That’s right…I’m saying it (I’m not the first). Digg, StumbleUpon, Propeller and all of the rest of them are a complete waste of your time. While these social media sites may give you a large bump in traffic for one day, I am about to tell you why you should completely ignore them and focus on your blogging. I know what you are thinking…didn’t Robb just tell us how to capitalize on this kind of traffic a couple of articles back on this very blog? Yes…I did, but I am about to show you why that is all you should do when it comes to social media sites.

  1. Time Management – To build a significant, worthwhile profile on sites like Digg and StumbleUpon, you have to be an active participant for a long period of time. This will include a lot of web browsing, community interaction pushing other members pages to increased traffic. So what are you doing during all of this time? You are making other sites and the social media site stronger while ignoring growing your own site! In order for you to have a powerful profile on any of the social media sites, you have to spend a lot of time that you could be using building your own brand.
  2. Very Low Conversion Rates – The typical member of a social media site that finds your page through their favorite toolbar has an extremely low conversion rate as it applies to RSS feeds, newsletters, sales and click-throughs. Have you ever noticed that during these extreme peaks in traffic due to a good Stumble hit your pageviews per reader drastically decreases? That is because this type of reader is not interested in going deep into your site or converting on your call to action. They are interested in absorbing some of your content (99% of the time not even your full page) and moving onto the next. If you are looking to build a business behind your blog, these are not the kinds of readers that you want to appeal to.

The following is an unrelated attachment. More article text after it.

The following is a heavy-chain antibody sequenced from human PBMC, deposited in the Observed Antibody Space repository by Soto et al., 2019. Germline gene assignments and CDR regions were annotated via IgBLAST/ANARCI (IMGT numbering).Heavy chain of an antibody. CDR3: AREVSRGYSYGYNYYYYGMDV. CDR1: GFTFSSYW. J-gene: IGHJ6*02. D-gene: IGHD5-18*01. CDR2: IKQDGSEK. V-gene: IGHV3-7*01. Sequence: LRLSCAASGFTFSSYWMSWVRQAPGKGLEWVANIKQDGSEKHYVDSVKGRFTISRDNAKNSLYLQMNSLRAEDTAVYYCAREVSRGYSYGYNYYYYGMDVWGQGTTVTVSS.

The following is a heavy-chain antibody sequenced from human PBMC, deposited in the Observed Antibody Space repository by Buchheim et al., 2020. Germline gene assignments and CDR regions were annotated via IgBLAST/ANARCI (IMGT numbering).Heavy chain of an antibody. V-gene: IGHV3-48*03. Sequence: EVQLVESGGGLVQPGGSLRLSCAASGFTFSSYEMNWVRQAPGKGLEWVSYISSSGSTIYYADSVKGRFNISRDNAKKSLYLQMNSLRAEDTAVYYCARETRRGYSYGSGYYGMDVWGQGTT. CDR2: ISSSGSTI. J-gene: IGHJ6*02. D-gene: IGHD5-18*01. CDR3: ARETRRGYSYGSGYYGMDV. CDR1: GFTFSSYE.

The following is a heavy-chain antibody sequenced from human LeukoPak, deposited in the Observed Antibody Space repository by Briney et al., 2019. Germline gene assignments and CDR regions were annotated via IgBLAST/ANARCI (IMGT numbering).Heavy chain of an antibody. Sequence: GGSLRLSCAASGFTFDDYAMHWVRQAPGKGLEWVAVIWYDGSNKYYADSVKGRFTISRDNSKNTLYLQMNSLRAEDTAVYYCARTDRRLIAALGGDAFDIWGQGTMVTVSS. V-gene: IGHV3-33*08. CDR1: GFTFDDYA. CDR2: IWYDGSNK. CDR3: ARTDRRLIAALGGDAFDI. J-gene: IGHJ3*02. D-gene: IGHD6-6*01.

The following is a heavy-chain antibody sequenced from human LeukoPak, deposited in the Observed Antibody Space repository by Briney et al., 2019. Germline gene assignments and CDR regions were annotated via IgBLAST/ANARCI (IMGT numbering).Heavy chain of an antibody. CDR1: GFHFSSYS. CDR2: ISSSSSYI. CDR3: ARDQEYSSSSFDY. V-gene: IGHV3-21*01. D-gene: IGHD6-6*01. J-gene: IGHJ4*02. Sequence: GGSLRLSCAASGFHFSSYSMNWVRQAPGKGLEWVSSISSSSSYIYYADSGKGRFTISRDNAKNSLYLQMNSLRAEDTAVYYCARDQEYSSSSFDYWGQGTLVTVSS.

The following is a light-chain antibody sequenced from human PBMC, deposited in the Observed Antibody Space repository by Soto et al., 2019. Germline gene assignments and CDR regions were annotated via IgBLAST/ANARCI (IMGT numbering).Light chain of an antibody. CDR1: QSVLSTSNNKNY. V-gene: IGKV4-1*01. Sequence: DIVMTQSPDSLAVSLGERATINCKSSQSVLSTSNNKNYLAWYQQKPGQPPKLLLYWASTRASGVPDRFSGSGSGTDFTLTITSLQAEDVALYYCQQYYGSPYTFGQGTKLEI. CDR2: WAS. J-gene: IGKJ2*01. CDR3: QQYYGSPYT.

3. Article Writing – Typically, articles that perform really well on sites like Digg are not the kinds of articles that perform well for building a business behind your blog. If you continually focus on writing articles for social media sites, you are ignoring the needs of your core reader base in favor of a fly by night reader. For long term growth, this can prove to be dangerous.
  4. Traffic is Here Today, Gone Tomorrow – Do you want traffic that is here to stay, or traffic that spikes erratically. I don’t know about you, but I would rather see my traffic grow over time by providing a true value to my readers.

All of that said, I still recommend doing the things that I outlined before on how to capitalize on social media traffic. After all…traffic is still traffic and if you can convert even a few of the masses that visit your site from a social media outlet…you still win. However, spending massive amounts of time focusing on ways to get more of this kind of traffic is a waste of your current resources. Instead, focus on what is successful with your current reader base and adapt your content as your readership grows. By focusing on your true audience, you will see much better success over time.